Marc Gibson is the author of Bridgeland. (Picture by Christoff Griffith.)
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WHEN MARC GIBSON’S story is written, nowhere will it be noted that he is a quitter.
After taking 11 years to complete the Bridgeland graphic novel series, a fictional story of two underprivileged brothers (Winfield and Terrance) set in Barbados, he is just getting started writing.
Sitting with EASY on a sunny, breezy morning to chat about his two-volume crime drama novel, which is available in Barbados, on Amazon and Barnes & Noble, he said he was writing formally since 2005 but he switched to graphic novels about five years ago.
“Bridgeland, my first two graphic novels, were written to be kind of a screenplay for a feature length film. Getting the funding to do the film the way I wanted it was proving to be a significant challenge. I had gotten into the pre-production of the movie, and the funding that I was lining up wasn’t coming through so I had to take a step back at that point. That was around 2011-2012 . . . . It was a bit of a disappointment.
Marc has been reading and enjoying comic books and graphic novels for his entire life. Because he wasn’t much of an artist (“All I could draw were stick men”), he had to find himself an illustrator.
At that time, he had no desire to be his own author-publisher. He was more than happy to find a team to work with but that didn’t pan out as the people he approached were busy working on their own projects.
That came in the form of Graffix 2 Inc., run by Nicholas and Rachel Williams, a husband and wife team.
“They were both excited by the prospect of doing it but they had themselves a graphic novel. At that point I was looking at Bridgeland as a web comic, to be published online. Eventually it worked itself out to being published as a graphic novel.
“The decision to make it a book was mine. It was a case of looking at what was happening internationally in the market. Four, five years ago, graphic novels were seeing a major shift. My viewpoint is that the world had taken such a turn towards the graphical, towards a visual representation of a lot of stuff while I’ve been encountering a lot of people who say they don’t read books.
“Images have so much importance in our lives these days, even something as ubiquitous as a cellphone, a lot of the interfaces are graphically oriented. So, doing it that way rather than a prose fiction novel, I think was always a better choice,” the author said.
For him, both prose and graphic novels “hold their own unique challenge”. One such challenges with Bridgeland was finding that person who could convey his words through images successfully.
“It isn’t that simple and there is the need to understand the process, which I had to learn. That is still very much an experience, learning publishing, because even if you are willing to have somebody do the task for you, it helps knowing what the process is for yourself.”
And, he added, as challenging as it was for him to publish, there was a whole lot of pleasure he derived from doing so.
“It wasn’t hard to do because I was trained in film, and film and graphic novels are like cousins almost. They both use images heavily to tell a story, one’s moving, one’s not and already having the story laid out as a screenplay, it wasn’t the biggest hurdle trying it get the story as a graphic novel.”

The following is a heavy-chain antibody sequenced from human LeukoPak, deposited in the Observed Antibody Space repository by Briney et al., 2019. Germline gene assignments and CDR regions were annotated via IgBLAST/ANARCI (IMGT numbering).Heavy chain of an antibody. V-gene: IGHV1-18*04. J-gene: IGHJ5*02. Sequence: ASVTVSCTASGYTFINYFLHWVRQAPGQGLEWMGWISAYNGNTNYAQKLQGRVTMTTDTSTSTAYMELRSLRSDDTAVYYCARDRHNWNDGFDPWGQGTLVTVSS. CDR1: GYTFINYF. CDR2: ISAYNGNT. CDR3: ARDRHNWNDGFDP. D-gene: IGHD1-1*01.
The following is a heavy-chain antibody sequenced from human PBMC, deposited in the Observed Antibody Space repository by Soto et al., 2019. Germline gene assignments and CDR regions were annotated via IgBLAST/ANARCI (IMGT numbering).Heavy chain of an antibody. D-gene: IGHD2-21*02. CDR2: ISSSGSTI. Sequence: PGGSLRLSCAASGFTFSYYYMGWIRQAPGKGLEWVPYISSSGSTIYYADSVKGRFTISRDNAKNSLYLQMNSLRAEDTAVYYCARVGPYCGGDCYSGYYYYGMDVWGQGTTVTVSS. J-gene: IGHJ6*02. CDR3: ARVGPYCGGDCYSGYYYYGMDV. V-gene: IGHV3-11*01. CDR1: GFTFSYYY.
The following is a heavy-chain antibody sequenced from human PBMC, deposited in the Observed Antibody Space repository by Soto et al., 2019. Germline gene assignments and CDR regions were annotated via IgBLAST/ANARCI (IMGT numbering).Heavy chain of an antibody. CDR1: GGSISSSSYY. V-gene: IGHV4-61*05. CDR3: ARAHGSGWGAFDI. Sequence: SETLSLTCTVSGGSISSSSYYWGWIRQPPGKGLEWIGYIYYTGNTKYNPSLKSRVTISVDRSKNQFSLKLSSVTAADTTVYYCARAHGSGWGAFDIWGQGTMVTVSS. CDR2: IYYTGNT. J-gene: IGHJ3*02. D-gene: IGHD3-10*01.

Asked what inspired the story, Marc shared: “When I first put pen to paper, or cursor to screen, that was 11 years ago and I just wanted to tell what would be a Barbadian story, but one that had universal themes so that anybody from any part of the world could read and understand it. I realised that family is one of those universal things, everybody understands family, at least in concept.
“ . . . . Part of the idea is borrowing on Barbadian things. I have Winston Hall who dominated a part of Barbadian consciousness. There are similar examples in Barbadian life that are similar to the starting point of Bridgeland. Something such as a home invasion gone wrong, especially right now where it seems so many more crimes are being committed, a lot of people recently dying on the road, things in Barbados seem so much more tense, difficult.
“The Winston Hall story would have been an influence no matter however slight . . . . Ultimately, Bridgeland isn’t any one thing. It’s a cohobblopot really of a lot of elements. What I like to start when writing is who the characters are and I usually try early on to come up with a word or phrase which explains their motivation, which drives each of the characters through the story.”
Having an internationally acclaimed author review the first graphic novel was a big deal for Marc and he smiled at the memory.
“The very first review I got for Bridgeland Volume 1 was from Eric Jerome Dickey, which was a huge deal for me because he is this gifted author. My girlfriend Ashley introduced me to Eric and I messaged him and said ‘I’m writing this graphic novel would you do me the honour of writing this review’.
“He said, ‘Okay, cool’. You are never really quite sure when someone says ‘okay, cool’ but in two days I got an email back saying he loved it and it was this whole wonderful review. Part if it I included on the cover of Volume 1.”
So, what’s next for him?
“Bridgeland is done. At the launch I did at the end of March, I had people tell me all these ideas they have for a book three and they want to see more of the story, but Bridgeland was always supposed to be a proof of concept, whether it was a film or graphic novel.
Having said that, Marc will be publishing other graphic novels. Stay tuned. (GBM)